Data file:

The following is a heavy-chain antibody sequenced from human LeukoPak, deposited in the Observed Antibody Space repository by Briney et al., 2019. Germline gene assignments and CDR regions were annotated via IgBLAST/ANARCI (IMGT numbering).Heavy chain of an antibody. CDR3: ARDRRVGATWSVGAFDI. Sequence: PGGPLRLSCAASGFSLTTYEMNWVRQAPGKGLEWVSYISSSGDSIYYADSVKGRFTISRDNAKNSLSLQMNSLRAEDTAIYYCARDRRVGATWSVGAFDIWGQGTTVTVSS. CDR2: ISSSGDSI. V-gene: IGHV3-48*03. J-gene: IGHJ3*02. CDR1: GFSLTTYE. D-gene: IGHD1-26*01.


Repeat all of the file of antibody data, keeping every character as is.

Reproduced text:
The following is a heavy-chain antibody sequenced from human LeukoPak, deposited in the Observed Antibody Space repository by Briney et al., 2019. Germline gene assignments and CDR regions were annotated via IgBLAST/ANARCI (IMGT numbering).Heavy chain of an antibody. CDR3: ARDRRVGATWSVGAFDI. Sequence: PGGPLRLSCAASGFSLTTYEMNWVRQAPGKGLEWVSYISSSGDSIYYADSVKGRFTISRDNAKNSLSLQMNSLRAEDTAIYYCARDRRVGATWSVGAFDIWGQGTTVTVSS. CDR2: ISSSGDSI. V-gene: IGHV3-48*03. J-gene: IGHJ3*02. CDR1: GFSLTTYE. D-gene: IGHD1-26*01.